Anyone could tell me the main differences between this book and Michael Feather’s “Working Effectively with Legacy Code”? Thanks
I haven’t read the Feather book, but from a quick look on Amazon, I think it’s focus is more about actually working with legacy code, whereas this book is not.
Honestly, I thought “Beyond Legacy Code” would provide practical techniques for taking a legacy code base and moving forward with it. However, having read half the book now from the beginning and then started into different chapters, it appears to be far more focused on making sure that new code doesn’t become legacy code.
Indeed, in some ways I found the book to be a re-statement of many of the current trends in modern software development, like TDD, continuous integration, pair programming etc. It frames these in the context of how good use of them will avoid the creation of legacy code, but it does not attempt, in my view, to show how to use these practices on an existing legacy codebase to bring it up to date (with the exception of Chapter 13 which does have some practical suggestions).
The author clearly has great experience on working on large, old, codebases and rescuing projects that were struggling. I would have loved to hear more examples of those successes and what practical steps were taken and the obstacles overcome. By and large, I don’t need to be educated more on modern software practices or their value and didn’t buy the book expecting quite the approach that it takes.
I hope this answers your question!
It’s true that my book is “far more focused on making sure that new code doesn’t become legacy code.”
I’ve read Michael Feather’s book, Working Effectively with Legacy Code, and it’s outstanding. If you’re a developer working with legacy code then I highly recommend Michael’s book along with Martin Fowler’s book, Refactoring: Improving the Design of Existing Code. In fact, I’ve quoted both of those books in Beyond Legacy Code to provide additional context. There are other great books on how to work with legacy code but those two are my favorites.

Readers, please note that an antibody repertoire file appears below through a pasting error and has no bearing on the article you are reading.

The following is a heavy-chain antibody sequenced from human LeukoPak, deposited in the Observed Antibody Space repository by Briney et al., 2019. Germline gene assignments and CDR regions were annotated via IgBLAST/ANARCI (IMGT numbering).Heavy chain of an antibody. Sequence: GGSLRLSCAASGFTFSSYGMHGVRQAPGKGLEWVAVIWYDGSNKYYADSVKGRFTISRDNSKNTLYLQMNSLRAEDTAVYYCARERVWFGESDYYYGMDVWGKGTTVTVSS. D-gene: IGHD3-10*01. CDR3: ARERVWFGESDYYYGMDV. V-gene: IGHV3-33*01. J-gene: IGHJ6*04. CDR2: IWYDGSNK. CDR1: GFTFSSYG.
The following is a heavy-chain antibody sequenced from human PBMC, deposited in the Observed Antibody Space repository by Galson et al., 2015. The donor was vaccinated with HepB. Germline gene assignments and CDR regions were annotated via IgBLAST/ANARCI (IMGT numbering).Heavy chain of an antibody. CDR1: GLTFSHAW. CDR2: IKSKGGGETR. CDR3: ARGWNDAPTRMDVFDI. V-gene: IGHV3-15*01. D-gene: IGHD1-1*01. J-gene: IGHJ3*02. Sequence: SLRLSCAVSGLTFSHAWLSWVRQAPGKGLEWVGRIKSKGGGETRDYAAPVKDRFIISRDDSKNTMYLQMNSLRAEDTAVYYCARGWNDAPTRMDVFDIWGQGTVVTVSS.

My book focuses on the motivation behind the practices, what they are and why they are important so developers and non-developers can get on the same page and understand the purpose of these practices and how to get the most out of using them. I often find managers don’t understand the purpose of the technical practices as deeply as they should, and even developers can misapply them and not get the benefit they should from them. In the book, I share some of my experiences applying these practices and how to avoid common pitfalls I’ve seen teams fall into. I also discuss practices that keep us from creating legacy code in the first place. I’ve taken this approach because we must understand what good code looks like before we discuss refactoring poor code into something better.
There are now several good books on working with legacy code but as far as I know there aren’t any good books that discuss the importance of technical practices so our managers and non-technical stakeholders can understand, while helping developers avoid common pitfalls of applying XP practices, which is what Beyond Legacy Code does.
I’ve read both books now and can admit, that the practices described in this book could help you to avoid the necessity to use the practises described in Michael Feathers book.
I can recommend both books. In addition, I can also recommend “Refactoring to patterns” by Joshua Kerievsky.
I think a lot of practices described in “Beyond legacy code” should be part of every education for programmers. Some parts are imho not easy to understand if you are at the beginning of your career, but if you want to work in enterprise development, these practises can be very, very helpful.
Some practises are very easy to adopt immediately. So I think a lot of readers could benefit really quickly from the book (at least if they’re not doing that practice by now).
I once heard the term “The Legacy Coder” on a Conference. This book could help getting rid of them (and sometimes a little bit of psychology ;-).